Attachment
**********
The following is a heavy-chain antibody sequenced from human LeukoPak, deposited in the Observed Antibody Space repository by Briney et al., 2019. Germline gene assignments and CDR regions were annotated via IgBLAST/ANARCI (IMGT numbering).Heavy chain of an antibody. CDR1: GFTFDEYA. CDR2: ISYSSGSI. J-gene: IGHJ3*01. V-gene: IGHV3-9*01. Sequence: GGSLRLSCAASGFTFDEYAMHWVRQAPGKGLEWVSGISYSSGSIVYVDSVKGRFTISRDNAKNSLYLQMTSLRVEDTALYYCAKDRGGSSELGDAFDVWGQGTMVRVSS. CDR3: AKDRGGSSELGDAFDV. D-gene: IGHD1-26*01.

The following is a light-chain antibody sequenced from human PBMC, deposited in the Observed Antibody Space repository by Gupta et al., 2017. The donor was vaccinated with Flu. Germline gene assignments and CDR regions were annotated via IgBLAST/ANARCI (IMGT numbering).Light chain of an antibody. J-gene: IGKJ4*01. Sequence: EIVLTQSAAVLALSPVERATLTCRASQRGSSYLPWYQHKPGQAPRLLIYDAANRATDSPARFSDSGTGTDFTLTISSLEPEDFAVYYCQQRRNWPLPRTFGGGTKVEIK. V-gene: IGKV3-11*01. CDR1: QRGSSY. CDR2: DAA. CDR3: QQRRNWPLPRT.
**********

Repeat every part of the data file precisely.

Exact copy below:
The following is a heavy-chain antibody sequenced from human LeukoPak, deposited in the Observed Antibody Space repository by Briney et al., 2019. Germline gene assignments and CDR regions were annotated via IgBLAST/ANARCI (IMGT numbering).Heavy chain of an antibody. CDR1: GFTFDEYA. CDR2: ISYSSGSI. J-gene: IGHJ3*01. V-gene: IGHV3-9*01. Sequence: GGSLRLSCAASGFTFDEYAMHWVRQAPGKGLEWVSGISYSSGSIVYVDSVKGRFTISRDNAKNSLYLQMTSLRVEDTALYYCAKDRGGSSELGDAFDVWGQGTMVRVSS. CDR3: AKDRGGSSELGDAFDV. D-gene: IGHD1-26*01.

The following is a light-chain antibody sequenced from human PBMC, deposited in the Observed Antibody Space repository by Gupta et al., 2017. The donor was vaccinated with Flu. Germline gene assignments and CDR regions were annotated via IgBLAST/ANARCI (IMGT numbering).Light chain of an antibody. J-gene: IGKJ4*01. Sequence: EIVLTQSAAVLALSPVERATLTCRASQRGSSYLPWYQHKPGQAPRLLIYDAANRATDSPARFSDSGTGTDFTLTISSLEPEDFAVYYCQQRRNWPLPRTFGGGTKVEIK. V-gene: IGKV3-11*01. CDR1: QRGSSY. CDR2: DAA. CDR3: QQRRNWPLPRT.